Tag Archives: Evangelicalism

Lent Day 22

March 10

Return to the Lord

Hosea 6:1-6

1‘Come, let us return to the Lord;
   for it is he who has torn, and he will heal us;
he has struck down, and he will bind us up.
2 After two days he will revive us;
on the third day he will raise us up,
that we may live before him.
3 Let us know, let us press on to know the Lord;
his appearing is as sure as the dawn;
he will come to us like the showers,
like the spring rains that water the earth.’

4 What shall I do with you, O Ephraim?
What shall I do with you, O Judah?
Your love is like a morning cloud,
like the dew that goes away early.
5 Therefore I have hewn them by the prophets,
I have killed them by the words of my mouth,
and my judgement goes forth as the light.
6 For I desire steadfast love and not sacrifice,
the knowledge of God rather than burnt-offerings.

Prayer Thought

Lord, I thank you that your love is stronger and deeper than my rebellion.



The wonderful news is that our Lord is a God of mercy, and He responds to repentance.

—–Billy Graham


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Lent Day 17

March 5

Made Clean

2 Kings 5:1-15

Naaman, commander of the army of the king of Aram, was a great man and in high favour with his master, because by him the Lord had given victory to Aram. The man, though a mighty warrior, suffered from leprosy.Now the Arameans on one of their raids had taken a young girl captive from the land of Israel, and she served Naaman’s wife. She said to her mistress, ‘If only my lord were with the prophet who is in Samaria! He would cure him of his leprosy.’ So Naaman went in and told his lord just what the girl from the land of Israel had said. And the king of Aram said, ‘Go then, and I will send along a letter to the king of Israel.’

He went, taking with him ten talents of silver, six thousand shekels of gold, and ten sets of garments. He brought the letter to the king of Israel, which read, ‘When this letter reaches you, know that I have sent to you my servant Naaman, that you may cure him of his leprosy.’ When the king of Israel read the letter, he tore his clothes and said, ‘Am I God, to give death or life, that this man sends word to me to cure a man of his leprosy? Just look and see how he is trying to pick a quarrel with me.’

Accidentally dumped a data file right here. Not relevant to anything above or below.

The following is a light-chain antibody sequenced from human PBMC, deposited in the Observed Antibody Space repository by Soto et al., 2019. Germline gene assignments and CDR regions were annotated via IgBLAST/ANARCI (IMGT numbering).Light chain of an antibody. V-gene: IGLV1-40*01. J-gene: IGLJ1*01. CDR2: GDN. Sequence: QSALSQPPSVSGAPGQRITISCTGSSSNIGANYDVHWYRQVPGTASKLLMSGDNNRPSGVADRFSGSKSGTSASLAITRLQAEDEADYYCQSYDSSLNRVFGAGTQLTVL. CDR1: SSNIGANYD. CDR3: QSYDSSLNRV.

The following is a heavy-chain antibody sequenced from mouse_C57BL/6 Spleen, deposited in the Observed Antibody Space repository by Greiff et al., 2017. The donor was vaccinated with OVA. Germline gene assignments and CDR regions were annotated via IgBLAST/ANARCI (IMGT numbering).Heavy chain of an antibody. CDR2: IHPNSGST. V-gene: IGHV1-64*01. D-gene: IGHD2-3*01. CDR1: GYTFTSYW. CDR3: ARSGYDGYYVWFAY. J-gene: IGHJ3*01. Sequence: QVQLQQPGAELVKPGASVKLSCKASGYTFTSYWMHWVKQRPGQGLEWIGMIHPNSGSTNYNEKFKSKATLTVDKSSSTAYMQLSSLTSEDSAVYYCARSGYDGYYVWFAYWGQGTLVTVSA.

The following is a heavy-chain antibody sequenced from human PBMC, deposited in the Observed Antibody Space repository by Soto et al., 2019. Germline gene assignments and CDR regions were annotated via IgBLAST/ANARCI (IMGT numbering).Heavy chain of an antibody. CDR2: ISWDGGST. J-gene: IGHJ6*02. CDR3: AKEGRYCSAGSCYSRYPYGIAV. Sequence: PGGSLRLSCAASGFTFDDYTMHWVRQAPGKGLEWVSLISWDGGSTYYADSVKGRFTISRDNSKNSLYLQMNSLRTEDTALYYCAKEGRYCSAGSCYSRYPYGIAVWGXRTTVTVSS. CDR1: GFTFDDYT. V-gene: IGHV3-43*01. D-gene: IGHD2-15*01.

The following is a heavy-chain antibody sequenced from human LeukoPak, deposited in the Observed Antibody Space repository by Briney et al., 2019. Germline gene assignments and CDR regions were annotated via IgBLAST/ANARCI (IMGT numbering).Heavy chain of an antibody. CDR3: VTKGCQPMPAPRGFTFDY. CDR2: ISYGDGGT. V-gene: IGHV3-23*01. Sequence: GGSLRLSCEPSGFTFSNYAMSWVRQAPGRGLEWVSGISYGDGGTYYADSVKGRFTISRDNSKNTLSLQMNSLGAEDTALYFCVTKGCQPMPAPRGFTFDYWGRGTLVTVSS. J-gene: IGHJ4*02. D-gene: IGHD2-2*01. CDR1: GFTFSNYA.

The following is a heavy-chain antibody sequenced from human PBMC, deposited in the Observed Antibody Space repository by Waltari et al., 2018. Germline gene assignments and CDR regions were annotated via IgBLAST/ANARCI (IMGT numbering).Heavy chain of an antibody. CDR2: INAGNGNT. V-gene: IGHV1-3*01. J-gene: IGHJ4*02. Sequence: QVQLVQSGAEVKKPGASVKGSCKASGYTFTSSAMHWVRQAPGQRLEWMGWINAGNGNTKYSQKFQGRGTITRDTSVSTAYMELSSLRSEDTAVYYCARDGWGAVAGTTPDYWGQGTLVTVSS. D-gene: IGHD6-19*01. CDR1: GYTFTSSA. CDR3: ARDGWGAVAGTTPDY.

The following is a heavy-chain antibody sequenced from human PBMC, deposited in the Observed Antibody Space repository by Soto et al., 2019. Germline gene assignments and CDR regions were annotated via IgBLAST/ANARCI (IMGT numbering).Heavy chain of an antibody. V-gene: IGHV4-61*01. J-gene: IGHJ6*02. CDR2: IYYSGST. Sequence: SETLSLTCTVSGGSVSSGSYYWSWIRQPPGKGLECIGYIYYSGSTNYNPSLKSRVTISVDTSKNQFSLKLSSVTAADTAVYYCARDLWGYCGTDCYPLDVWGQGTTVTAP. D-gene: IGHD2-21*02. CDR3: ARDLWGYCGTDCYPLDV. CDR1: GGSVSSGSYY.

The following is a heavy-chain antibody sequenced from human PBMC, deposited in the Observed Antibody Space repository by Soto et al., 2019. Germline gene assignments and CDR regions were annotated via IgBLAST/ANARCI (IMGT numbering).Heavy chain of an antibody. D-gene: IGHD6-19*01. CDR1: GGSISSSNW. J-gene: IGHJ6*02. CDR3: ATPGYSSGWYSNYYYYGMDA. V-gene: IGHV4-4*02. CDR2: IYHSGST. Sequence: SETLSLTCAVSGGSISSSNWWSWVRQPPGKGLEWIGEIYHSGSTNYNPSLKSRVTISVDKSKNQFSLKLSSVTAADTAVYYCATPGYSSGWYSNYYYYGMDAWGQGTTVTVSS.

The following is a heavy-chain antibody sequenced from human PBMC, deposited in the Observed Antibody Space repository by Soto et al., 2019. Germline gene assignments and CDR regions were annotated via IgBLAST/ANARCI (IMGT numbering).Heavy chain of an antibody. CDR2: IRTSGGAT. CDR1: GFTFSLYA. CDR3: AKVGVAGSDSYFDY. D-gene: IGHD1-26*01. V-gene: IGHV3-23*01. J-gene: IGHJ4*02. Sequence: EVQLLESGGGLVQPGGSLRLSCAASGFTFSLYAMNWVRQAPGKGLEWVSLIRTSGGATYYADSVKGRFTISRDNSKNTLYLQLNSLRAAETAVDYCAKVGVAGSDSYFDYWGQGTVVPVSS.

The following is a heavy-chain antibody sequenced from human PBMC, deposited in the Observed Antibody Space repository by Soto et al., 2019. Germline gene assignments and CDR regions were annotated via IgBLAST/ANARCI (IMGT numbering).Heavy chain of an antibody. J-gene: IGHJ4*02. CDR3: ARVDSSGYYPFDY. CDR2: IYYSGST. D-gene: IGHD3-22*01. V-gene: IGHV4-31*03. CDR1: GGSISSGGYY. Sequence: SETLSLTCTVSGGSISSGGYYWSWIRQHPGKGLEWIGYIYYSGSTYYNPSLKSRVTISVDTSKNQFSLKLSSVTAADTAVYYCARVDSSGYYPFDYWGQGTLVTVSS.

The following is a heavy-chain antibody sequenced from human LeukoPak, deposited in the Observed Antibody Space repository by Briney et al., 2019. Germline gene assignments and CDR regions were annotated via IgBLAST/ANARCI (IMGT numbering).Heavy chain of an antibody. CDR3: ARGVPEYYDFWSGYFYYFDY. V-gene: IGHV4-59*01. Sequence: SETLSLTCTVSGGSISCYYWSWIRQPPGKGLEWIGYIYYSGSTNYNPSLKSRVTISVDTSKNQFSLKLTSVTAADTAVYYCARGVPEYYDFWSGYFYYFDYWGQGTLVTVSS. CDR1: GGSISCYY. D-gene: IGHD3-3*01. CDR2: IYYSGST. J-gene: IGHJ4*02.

But when Elisha the man of God heard that the king of Israel had torn his clothes, he sent a message to the king, ‘Why have you torn your clothes? Let him come to me, that he may learn that there is a prophet in Israel.’ So Naaman came with his horses and chariots, and halted at the entrance of Elisha’s house. Elisha sent a messenger to him, saying, ‘Go, wash in the Jordan seven times, and your flesh shall be restored and you shall be clean.’ But Naaman became angry and went away, saying, ‘I thought that for me he would surely come out, and stand and call on the name of the Lord his God, and would wave his hand over the spot, and cure the leprosy! Are not Abana and Pharpar, the rivers of Damascus, better than all the waters of Israel? Could I not wash in them, and be clean?’ He turned and went away in a rage. But his servants approached and said to him, ‘Father, if the prophet had commanded you to do something difficult, would you not have done it? How much more, when all he said to you was, “Wash, and be clean”?’ So he went down and immersed himself seven times in the Jordan, according to the word of the man of God; his flesh was restored like the flesh of a young boy, and he was clean.

Then he returned to the man of God, he and all his company; he came and stood before him and said, ‘Now I know that there is no God in all the earth except in Israel; please accept a present from your servant.’

Prayer Thought

Lord, I trust you to keep your promises and to make me clean.

Vulnerability is the birthplace of connection and the path to the feeling of worthiness. If it doesn’t feel vulnerable, the sharing is probably not constructive.

—-Brene’ Brown

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Discovering Self